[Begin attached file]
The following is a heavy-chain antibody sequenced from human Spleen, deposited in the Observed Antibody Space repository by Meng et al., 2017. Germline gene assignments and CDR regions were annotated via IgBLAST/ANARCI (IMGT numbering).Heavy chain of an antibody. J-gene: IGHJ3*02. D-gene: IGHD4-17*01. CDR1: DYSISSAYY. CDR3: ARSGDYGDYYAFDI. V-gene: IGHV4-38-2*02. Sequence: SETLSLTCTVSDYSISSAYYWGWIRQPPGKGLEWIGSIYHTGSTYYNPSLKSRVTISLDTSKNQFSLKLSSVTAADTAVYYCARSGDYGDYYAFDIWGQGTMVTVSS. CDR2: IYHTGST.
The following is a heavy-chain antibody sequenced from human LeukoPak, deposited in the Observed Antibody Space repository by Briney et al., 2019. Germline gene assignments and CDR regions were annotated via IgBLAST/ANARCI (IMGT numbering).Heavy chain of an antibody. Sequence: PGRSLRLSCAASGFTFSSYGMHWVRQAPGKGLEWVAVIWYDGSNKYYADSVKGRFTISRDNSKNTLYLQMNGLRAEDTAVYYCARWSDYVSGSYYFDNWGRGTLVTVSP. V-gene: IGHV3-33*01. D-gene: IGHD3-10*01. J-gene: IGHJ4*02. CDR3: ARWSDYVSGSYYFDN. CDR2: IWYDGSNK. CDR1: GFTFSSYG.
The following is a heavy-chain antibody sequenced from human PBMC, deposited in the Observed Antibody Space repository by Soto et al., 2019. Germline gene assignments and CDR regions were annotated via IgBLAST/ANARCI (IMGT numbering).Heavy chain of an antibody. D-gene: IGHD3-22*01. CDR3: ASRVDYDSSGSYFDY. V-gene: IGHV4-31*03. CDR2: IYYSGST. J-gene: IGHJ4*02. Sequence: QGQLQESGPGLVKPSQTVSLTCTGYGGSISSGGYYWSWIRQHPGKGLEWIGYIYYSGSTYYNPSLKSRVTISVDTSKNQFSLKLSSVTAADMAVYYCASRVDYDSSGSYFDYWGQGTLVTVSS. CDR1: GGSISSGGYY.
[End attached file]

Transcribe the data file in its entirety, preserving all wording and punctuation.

The following is a heavy-chain antibody sequenced from human Spleen, deposited in the Observed Antibody Space repository by Meng et al., 2017. Germline gene assignments and CDR regions were annotated via IgBLAST/ANARCI (IMGT numbering).Heavy chain of an antibody. J-gene: IGHJ3*02. D-gene: IGHD4-17*01. CDR1: DYSISSAYY. CDR3: ARSGDYGDYYAFDI. V-gene: IGHV4-38-2*02. Sequence: SETLSLTCTVSDYSISSAYYWGWIRQPPGKGLEWIGSIYHTGSTYYNPSLKSRVTISLDTSKNQFSLKLSSVTAADTAVYYCARSGDYGDYYAFDIWGQGTMVTVSS. CDR2: IYHTGST.
The following is a heavy-chain antibody sequenced from human LeukoPak, deposited in the Observed Antibody Space repository by Briney et al., 2019. Germline gene assignments and CDR regions were annotated via IgBLAST/ANARCI (IMGT numbering).Heavy chain of an antibody. Sequence: PGRSLRLSCAASGFTFSSYGMHWVRQAPGKGLEWVAVIWYDGSNKYYADSVKGRFTISRDNSKNTLYLQMNGLRAEDTAVYYCARWSDYVSGSYYFDNWGRGTLVTVSP. V-gene: IGHV3-33*01. D-gene: IGHD3-10*01. J-gene: IGHJ4*02. CDR3: ARWSDYVSGSYYFDN. CDR2: IWYDGSNK. CDR1: GFTFSSYG.
The following is a heavy-chain antibody sequenced from human PBMC, deposited in the Observed Antibody Space repository by Soto et al., 2019. Germline gene assignments and CDR regions were annotated via IgBLAST/ANARCI (IMGT numbering).Heavy chain of an antibody. D-gene: IGHD3-22*01. CDR3: ASRVDYDSSGSYFDY. V-gene: IGHV4-31*03. CDR2: IYYSGST. J-gene: IGHJ4*02. Sequence: QGQLQESGPGLVKPSQTVSLTCTGYGGSISSGGYYWSWIRQHPGKGLEWIGYIYYSGSTYYNPSLKSRVTISVDTSKNQFSLKLSSVTAADMAVYYCASRVDYDSSGSYFDYWGQGTLVTVSS. CDR1: GGSISSGGYY.